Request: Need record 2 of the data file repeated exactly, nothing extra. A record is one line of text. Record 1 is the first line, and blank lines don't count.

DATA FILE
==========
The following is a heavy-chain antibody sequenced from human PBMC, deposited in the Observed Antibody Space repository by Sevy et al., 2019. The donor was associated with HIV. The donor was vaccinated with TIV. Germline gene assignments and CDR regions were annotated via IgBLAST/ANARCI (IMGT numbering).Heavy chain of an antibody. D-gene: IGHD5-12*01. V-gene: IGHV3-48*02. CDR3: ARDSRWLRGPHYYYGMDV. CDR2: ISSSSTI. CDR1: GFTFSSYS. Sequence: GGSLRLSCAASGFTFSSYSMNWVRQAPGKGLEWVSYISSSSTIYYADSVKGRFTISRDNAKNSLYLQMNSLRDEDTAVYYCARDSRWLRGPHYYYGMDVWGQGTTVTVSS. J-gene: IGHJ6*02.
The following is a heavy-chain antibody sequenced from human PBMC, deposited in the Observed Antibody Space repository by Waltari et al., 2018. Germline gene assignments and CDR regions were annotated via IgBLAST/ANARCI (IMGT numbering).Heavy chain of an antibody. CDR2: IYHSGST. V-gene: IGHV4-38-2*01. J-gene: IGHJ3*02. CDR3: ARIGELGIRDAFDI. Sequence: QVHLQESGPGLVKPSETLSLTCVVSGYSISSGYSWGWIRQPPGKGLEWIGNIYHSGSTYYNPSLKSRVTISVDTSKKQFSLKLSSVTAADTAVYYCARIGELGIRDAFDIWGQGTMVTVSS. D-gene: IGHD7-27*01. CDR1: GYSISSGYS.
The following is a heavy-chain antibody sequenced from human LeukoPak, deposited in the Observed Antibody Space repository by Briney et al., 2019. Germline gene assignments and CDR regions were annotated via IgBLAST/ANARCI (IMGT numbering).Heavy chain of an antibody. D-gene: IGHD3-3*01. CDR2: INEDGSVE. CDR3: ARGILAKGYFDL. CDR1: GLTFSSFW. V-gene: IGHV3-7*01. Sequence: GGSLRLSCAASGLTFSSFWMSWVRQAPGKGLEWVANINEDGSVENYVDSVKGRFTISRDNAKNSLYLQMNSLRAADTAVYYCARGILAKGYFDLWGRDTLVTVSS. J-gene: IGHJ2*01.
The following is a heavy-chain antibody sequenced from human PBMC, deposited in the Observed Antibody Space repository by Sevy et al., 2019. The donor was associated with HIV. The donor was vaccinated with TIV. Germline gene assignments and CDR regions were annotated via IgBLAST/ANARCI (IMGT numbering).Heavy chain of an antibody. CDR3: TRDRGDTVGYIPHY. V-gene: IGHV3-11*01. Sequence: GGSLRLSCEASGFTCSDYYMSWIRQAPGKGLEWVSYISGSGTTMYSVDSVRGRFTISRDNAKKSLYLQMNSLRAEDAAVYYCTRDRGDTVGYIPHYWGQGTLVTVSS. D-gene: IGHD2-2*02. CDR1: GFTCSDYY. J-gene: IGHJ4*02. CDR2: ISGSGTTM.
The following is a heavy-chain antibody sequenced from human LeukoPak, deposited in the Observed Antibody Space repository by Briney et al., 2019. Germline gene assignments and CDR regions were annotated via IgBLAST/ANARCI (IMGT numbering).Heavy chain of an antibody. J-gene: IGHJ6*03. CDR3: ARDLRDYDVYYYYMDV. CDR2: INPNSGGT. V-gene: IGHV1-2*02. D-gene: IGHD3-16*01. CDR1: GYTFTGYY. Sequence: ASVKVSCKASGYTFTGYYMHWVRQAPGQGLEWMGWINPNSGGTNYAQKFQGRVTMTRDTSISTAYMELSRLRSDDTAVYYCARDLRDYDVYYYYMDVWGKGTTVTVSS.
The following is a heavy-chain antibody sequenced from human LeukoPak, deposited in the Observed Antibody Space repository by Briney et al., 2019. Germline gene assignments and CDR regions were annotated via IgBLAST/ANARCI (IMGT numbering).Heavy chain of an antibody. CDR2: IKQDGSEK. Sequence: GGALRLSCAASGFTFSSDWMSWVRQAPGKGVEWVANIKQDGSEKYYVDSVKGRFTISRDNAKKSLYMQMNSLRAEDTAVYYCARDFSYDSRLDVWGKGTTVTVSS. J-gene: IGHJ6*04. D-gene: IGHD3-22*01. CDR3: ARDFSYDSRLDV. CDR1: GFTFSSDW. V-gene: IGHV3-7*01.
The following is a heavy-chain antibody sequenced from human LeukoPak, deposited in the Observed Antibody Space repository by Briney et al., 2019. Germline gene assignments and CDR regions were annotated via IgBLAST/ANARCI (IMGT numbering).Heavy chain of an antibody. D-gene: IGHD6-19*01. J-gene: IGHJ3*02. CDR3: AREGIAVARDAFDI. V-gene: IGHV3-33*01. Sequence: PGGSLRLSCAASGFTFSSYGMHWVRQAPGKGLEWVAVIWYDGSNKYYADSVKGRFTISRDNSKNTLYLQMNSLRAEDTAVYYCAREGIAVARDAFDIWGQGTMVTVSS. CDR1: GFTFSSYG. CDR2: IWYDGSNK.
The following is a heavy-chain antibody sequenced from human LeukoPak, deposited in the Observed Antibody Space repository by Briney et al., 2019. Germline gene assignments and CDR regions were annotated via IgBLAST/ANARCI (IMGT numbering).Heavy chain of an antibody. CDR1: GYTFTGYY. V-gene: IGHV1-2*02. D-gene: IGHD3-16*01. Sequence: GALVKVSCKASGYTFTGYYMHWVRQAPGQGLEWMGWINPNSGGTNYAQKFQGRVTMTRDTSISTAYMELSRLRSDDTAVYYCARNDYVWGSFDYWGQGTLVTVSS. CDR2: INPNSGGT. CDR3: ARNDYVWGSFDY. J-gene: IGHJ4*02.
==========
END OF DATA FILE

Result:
The following is a heavy-chain antibody sequenced from human PBMC, deposited in the Observed Antibody Space repository by Waltari et al., 2018. Germline gene assignments and CDR regions were annotated via IgBLAST/ANARCI (IMGT numbering).Heavy chain of an antibody. CDR2: IYHSGST. V-gene: IGHV4-38-2*01. J-gene: IGHJ3*02. CDR3: ARIGELGIRDAFDI. Sequence: QVHLQESGPGLVKPSETLSLTCVVSGYSISSGYSWGWIRQPPGKGLEWIGNIYHSGSTYYNPSLKSRVTISVDTSKKQFSLKLSSVTAADTAVYYCARIGELGIRDAFDIWGQGTMVTVSS. D-gene: IGHD7-27*01. CDR1: GYSISSGYS.